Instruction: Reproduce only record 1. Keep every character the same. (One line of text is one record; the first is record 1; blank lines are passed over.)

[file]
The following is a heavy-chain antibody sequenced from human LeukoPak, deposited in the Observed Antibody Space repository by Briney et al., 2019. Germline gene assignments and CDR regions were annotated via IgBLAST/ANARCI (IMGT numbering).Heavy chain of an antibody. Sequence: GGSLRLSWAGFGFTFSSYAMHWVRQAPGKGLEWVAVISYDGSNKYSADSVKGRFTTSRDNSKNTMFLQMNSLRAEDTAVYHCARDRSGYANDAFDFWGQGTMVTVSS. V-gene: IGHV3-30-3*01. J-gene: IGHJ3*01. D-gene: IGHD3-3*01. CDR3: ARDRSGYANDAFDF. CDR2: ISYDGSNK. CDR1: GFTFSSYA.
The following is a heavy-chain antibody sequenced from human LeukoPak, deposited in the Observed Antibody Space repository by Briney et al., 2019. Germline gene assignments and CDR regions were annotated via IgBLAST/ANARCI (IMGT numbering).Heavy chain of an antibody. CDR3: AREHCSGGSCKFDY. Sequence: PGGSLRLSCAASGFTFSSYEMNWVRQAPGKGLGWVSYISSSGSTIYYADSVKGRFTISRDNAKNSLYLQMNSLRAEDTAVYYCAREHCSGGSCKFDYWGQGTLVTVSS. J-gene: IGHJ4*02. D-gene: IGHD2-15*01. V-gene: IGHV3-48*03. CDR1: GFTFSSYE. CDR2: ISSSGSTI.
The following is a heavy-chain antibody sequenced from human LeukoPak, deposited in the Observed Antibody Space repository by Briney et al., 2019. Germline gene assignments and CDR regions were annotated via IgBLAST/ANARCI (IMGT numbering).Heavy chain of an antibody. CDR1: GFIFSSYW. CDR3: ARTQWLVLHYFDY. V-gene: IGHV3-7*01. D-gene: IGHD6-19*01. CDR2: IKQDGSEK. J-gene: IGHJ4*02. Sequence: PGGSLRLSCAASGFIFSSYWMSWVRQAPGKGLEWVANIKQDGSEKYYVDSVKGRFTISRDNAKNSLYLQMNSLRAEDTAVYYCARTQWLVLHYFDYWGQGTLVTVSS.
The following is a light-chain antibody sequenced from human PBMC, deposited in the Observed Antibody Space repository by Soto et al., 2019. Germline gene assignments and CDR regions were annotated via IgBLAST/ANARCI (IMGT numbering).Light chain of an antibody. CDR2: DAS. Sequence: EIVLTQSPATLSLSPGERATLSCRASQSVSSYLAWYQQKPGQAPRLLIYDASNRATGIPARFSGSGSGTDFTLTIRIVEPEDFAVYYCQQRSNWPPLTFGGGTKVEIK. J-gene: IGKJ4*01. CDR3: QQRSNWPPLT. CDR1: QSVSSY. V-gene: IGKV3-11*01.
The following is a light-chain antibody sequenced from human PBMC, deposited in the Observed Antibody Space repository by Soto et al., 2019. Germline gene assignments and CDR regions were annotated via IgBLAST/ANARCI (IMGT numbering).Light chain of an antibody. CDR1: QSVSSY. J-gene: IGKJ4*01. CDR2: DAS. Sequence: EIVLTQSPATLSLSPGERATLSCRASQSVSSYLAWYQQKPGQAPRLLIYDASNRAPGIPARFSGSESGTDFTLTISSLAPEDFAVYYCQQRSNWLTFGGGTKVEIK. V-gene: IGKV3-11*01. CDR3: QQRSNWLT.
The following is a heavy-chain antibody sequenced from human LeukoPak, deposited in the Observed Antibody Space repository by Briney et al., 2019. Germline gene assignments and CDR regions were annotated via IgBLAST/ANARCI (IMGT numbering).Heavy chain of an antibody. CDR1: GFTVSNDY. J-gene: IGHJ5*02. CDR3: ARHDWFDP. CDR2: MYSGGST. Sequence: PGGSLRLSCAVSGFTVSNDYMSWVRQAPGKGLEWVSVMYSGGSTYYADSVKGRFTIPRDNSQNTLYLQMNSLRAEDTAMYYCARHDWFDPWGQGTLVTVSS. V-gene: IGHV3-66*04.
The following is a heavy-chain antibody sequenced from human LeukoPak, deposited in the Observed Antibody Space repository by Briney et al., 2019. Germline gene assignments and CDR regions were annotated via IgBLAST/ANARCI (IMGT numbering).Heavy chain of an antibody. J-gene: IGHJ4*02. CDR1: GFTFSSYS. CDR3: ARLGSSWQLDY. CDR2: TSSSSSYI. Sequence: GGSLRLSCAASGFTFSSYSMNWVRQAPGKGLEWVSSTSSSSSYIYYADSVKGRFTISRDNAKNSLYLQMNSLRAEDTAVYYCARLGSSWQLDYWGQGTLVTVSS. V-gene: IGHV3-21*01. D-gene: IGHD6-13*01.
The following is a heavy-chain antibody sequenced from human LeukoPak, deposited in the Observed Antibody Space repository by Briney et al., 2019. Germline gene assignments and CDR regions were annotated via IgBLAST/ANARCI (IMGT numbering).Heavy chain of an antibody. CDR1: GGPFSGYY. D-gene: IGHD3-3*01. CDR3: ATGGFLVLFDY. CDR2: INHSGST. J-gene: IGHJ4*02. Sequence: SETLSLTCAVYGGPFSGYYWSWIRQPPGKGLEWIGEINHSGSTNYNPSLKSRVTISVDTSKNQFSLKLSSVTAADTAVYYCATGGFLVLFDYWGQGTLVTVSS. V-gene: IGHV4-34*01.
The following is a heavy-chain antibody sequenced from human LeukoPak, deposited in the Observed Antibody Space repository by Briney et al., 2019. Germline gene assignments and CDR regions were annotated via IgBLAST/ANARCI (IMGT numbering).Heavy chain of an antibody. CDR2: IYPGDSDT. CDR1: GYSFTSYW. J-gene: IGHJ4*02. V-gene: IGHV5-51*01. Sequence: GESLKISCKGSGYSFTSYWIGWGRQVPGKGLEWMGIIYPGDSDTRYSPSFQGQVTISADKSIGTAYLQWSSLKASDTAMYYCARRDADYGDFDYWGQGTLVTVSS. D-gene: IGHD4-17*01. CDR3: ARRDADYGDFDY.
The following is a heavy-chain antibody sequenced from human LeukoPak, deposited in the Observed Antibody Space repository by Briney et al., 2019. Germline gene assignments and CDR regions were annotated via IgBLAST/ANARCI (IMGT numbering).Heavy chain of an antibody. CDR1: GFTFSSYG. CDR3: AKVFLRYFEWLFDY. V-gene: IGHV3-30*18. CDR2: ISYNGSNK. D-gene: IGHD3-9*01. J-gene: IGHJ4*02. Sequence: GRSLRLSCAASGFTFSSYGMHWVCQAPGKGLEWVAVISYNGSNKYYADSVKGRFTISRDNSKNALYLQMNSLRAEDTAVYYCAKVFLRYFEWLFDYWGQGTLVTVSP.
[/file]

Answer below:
The following is a heavy-chain antibody sequenced from human LeukoPak, deposited in the Observed Antibody Space repository by Briney et al., 2019. Germline gene assignments and CDR regions were annotated via IgBLAST/ANARCI (IMGT numbering).Heavy chain of an antibody. Sequence: GGSLRLSWAGFGFTFSSYAMHWVRQAPGKGLEWVAVISYDGSNKYSADSVKGRFTTSRDNSKNTMFLQMNSLRAEDTAVYHCARDRSGYANDAFDFWGQGTMVTVSS. V-gene: IGHV3-30-3*01. J-gene: IGHJ3*01. D-gene: IGHD3-3*01. CDR3: ARDRSGYANDAFDF. CDR2: ISYDGSNK. CDR1: GFTFSSYA.